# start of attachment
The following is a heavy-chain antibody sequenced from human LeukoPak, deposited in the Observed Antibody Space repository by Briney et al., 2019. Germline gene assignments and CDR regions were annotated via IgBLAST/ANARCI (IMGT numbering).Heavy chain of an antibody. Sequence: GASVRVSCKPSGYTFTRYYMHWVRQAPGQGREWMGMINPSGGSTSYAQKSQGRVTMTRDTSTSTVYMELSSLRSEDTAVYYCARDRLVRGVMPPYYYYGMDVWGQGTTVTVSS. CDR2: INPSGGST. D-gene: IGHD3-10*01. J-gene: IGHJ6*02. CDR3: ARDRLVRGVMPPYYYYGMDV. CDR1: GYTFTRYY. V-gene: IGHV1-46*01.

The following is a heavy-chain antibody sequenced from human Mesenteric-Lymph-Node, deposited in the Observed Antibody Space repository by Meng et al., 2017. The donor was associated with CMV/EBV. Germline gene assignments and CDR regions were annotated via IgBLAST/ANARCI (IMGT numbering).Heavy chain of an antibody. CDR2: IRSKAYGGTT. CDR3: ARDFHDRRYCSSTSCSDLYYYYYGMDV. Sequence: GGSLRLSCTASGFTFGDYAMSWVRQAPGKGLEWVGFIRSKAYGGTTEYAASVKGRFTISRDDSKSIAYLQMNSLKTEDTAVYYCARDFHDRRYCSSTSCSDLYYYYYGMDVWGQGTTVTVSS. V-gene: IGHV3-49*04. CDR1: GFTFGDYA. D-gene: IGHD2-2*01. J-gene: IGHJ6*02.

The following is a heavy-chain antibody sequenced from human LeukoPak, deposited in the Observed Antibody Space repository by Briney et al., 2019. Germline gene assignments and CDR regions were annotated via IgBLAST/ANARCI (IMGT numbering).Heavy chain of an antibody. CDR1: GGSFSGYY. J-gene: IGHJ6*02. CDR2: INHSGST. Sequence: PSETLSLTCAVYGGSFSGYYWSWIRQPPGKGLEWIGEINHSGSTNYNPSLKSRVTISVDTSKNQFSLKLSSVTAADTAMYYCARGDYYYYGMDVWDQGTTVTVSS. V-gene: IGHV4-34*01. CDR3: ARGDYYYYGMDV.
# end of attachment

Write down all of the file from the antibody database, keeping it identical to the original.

The following is a heavy-chain antibody sequenced from human LeukoPak, deposited in the Observed Antibody Space repository by Briney et al., 2019. Germline gene assignments and CDR regions were annotated via IgBLAST/ANARCI (IMGT numbering).Heavy chain of an antibody. Sequence: GASVRVSCKPSGYTFTRYYMHWVRQAPGQGREWMGMINPSGGSTSYAQKSQGRVTMTRDTSTSTVYMELSSLRSEDTAVYYCARDRLVRGVMPPYYYYGMDVWGQGTTVTVSS. CDR2: INPSGGST. D-gene: IGHD3-10*01. J-gene: IGHJ6*02. CDR3: ARDRLVRGVMPPYYYYGMDV. CDR1: GYTFTRYY. V-gene: IGHV1-46*01.

The following is a heavy-chain antibody sequenced from human Mesenteric-Lymph-Node, deposited in the Observed Antibody Space repository by Meng et al., 2017. The donor was associated with CMV/EBV. Germline gene assignments and CDR regions were annotated via IgBLAST/ANARCI (IMGT numbering).Heavy chain of an antibody. CDR2: IRSKAYGGTT. CDR3: ARDFHDRRYCSSTSCSDLYYYYYGMDV. Sequence: GGSLRLSCTASGFTFGDYAMSWVRQAPGKGLEWVGFIRSKAYGGTTEYAASVKGRFTISRDDSKSIAYLQMNSLKTEDTAVYYCARDFHDRRYCSSTSCSDLYYYYYGMDVWGQGTTVTVSS. V-gene: IGHV3-49*04. CDR1: GFTFGDYA. D-gene: IGHD2-2*01. J-gene: IGHJ6*02.

The following is a heavy-chain antibody sequenced from human LeukoPak, deposited in the Observed Antibody Space repository by Briney et al., 2019. Germline gene assignments and CDR regions were annotated via IgBLAST/ANARCI (IMGT numbering).Heavy chain of an antibody. CDR1: GGSFSGYY. J-gene: IGHJ6*02. CDR2: INHSGST. Sequence: PSETLSLTCAVYGGSFSGYYWSWIRQPPGKGLEWIGEINHSGSTNYNPSLKSRVTISVDTSKNQFSLKLSSVTAADTAMYYCARGDYYYYGMDVWDQGTTVTVSS. V-gene: IGHV4-34*01. CDR3: ARGDYYYYGMDV.